Bank Brand in an Experience Economy

By Hunter Young

A few years ago, a British group asked consumers what brands they’d like to sit next to at dinner. Facebook, Apple, Nike—the usual suspects—popped up. No bank brands at the table. More surprisingly, the same survey asked which brands respondents would argue with most at the dinner table. Microsoft grabbed first place, but still no banks. The latter question said a lot more about the type of emotions bank brands cultivate. As post-financial crisis negativity has dwindled, too few banks stir much of anything in today’s consumer.

Couple this emotionless relationship with the rise of the total experience economy where technology and ease of use create today’s best brands, and banks have found a home in the brand gutter. So, why do banks still fall back to the same old process when evaluating who they are, what they want to be and how to explain that to the larger market?

In banking, we use words like “service” and “friendly” and “caring” and “community” and “cutting-edge” and “innovation” and laa de frickin’ da. In reality we just spent a few thousand dollars to come up with synonyms for “customer service” and “solutions” and “goals.” Are we that vanilla or are we just approaching the exercise the wrong way?

The branding exercise
As a veteran of more than 20 “brand exercises” to help companies define or rethink who they are, I’ve grown progressively cynical of the output from this exercise. It would be amusing if it weren’t so expensive.

Regardless of whether the agency asks “if you were a tree” questions or has you literally doodling on a white board, it will eventually come back with a positioning statement and messaging document with everyone’s favorite buzzwords spread throughout. Something like: “We help people achieve more and become successful by giving them great advice and service, but still earning a reasonable profit because we believe in innovation and also you are not a number; you are a relationship and a client and we love our communities and believe in hometown values but we’re not the cheapest, but we are the best.”

And then the big reveal. A new tagline: Banking on You. And Us. Together. Forever. One You. One Us. One Why. The bank feels good. Its new “Bank on You” campaign comes out. Everyone feels like they’ve finally created a special brand.

Instead, they’ve created a campaign. And three to five years later, a new marketing person or executive repeats the process with new agency because company has “outgrown” the previous “brand.”

Changing the brand routine
Branding is bigger than a campaign. It should focus a company, setting the foundation for every message, ad, technology decision and customer experience that falls under it. This rarely happens in many industries, but even less so in banking.

Heritage, reputation and service are often the go-to bank brand foundations. But legacy can only take bank brands so far today. And “service” is too watered down after years of empty promises and the rise of online accountability through reviews, ratings and consumer forums. Being in the business for 100 years does mean something—but it just doesn’t mean as much as it once did to the consumer.

When you want to rebrand or refresh your brand, take time before you engage any creative firm to talk through exactly what you hope to accomplish. A goal of “cleaning up our logo and getting a consistent, multi-channel look and feel” is very different than the “we’ve outgrown who we are and need to change the way we communicate to customers and the larger market.” If it is the latter, don’t think you need an agency to immediately come in and run the show. Take the time to bring employees and customers together to discuss what the bank is, how it’s changed and what needs to be better. And if this is truly a brand you want to live for many years to come, have a few creative companies take their best shot at it. Why limit yourself to one group?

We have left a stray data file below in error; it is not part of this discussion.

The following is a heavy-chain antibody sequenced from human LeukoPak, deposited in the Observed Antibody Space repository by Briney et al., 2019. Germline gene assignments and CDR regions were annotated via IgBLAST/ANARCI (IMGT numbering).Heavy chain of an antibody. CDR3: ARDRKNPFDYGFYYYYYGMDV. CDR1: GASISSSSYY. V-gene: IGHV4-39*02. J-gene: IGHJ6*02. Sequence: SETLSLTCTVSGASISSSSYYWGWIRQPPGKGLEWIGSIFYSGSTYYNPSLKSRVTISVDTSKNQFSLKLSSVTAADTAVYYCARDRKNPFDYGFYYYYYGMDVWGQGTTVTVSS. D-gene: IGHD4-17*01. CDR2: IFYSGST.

Brand or deliver
Before you start any branding endeavor, make sure you are seeking the right output.

In a commodity business, where 90 percent of competitors have nearly the same product set and essentially the same message about superior customer service, will branding set you apart?

But given that many banks seem to fall into the same routine, should they not shift their attention to out-executing the competition? Are the best brands today not simply the best customer experience companies that filled a timely need in the market? Think of Uber, Netflix, Amazon. Do you know what any of these companies really stand for, or do you just value the convenience, experience and omnipresence they provide that far outpaces any similar service?

It’s questionable today whether traditional branding really helps banks succeed. Yes, you need consistency in look and message. But beyond brand consistency, should your branding strategy be more a “customer experience” strategy? When will a bank come to the table and not just say, “We make banking easy,” but also devote multiple positions to ensuring that every customer touch point is flawless? When will banking COOs, CTOs/CIOs, CMOs and other senior leaders work through a “chief customer officer” who has to approve each change based on what it will do to the customer experience?
In other words, when will banks stop branding and start delivering?

Hunter Young is SVP for marketing and analytics at First Bank, Southern Pines, N.C. He is a member of the national advisory board for ABA’s Bank Marketing Conference. A version of this article originally appeared on ABA Bank Marketing.